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The impostor phenomenon in British university students: Relationships between self-esteem,...

C. Sonnak, T. Towell


The impostor phenomenon in British university students: Relationships between self-esteem, mental health, parental rearing style and socioeconomic status


The role of perceived parental rearing style, parental background, self-esteem, mental health and demographic variables upon impostor phenomenon [IP; Psychotherapy: Theory Research and Practice, 15, (1978) 241–247] intensity was investigated using a cross-sectional survey design, with 107 subjects (78 females, 29 males). A regression analysis revealed that both greater degree of perceived parental control and lower levels of self-esteem emerged as significant predictors of impostor fears, together accounting for 50% of the variation in impostor scores. Parental care score, parental educational and occupational level and subject's mental health and demographic information did not show a significant relationship to impostor scores. A post-hoc regression analysis indicated, however, that in addition to parental protection, lower care and poorer mental health was significantly related to increasing levels of impostor scores and with subjects having attended private school reporting lower levels of impostor feelings. In addition, subjects classified as impostors were found to report significantly higher GHQ scores (poorer mental health) than non-impostors. These findings, which are interpreted in terms of parenting styles, indicate that the role of parental overprotection may be especially implicated in impostor fears.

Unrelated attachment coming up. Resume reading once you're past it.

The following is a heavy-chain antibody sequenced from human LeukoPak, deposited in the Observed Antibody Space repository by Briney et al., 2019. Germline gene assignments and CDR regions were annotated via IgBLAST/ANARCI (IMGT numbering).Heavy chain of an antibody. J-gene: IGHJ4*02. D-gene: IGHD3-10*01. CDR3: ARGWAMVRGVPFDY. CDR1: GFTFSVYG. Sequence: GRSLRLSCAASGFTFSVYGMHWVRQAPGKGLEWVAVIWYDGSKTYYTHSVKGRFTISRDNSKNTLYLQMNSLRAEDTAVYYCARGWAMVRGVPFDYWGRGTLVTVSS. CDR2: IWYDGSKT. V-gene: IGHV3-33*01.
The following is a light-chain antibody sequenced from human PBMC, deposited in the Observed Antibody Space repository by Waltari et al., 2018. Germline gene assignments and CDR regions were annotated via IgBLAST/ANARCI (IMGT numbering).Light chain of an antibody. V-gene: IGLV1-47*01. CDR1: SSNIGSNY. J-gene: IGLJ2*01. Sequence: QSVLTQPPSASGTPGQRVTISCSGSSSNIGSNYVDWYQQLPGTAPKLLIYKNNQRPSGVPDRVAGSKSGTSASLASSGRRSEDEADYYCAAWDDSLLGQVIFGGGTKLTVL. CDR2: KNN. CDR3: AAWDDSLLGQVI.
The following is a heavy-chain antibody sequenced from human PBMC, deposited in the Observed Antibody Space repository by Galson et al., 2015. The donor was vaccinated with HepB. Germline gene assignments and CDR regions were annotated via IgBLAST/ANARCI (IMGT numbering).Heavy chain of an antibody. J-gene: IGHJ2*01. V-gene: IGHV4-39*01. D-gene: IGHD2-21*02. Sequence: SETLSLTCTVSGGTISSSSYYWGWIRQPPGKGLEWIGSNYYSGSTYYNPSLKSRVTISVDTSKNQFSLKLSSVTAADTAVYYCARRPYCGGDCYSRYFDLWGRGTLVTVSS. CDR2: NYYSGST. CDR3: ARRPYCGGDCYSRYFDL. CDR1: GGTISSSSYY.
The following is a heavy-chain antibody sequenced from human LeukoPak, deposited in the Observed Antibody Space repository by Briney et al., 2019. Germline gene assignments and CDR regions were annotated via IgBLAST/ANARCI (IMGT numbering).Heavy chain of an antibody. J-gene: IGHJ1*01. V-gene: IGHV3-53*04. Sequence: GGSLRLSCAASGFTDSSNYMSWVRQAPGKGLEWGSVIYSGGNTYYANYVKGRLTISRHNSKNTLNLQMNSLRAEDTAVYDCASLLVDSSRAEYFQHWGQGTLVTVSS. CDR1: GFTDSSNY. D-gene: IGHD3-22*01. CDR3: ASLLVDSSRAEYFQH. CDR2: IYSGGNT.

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Personality and individual differences. – 2001. – Vol. 31, № 6. – P. 863–874.

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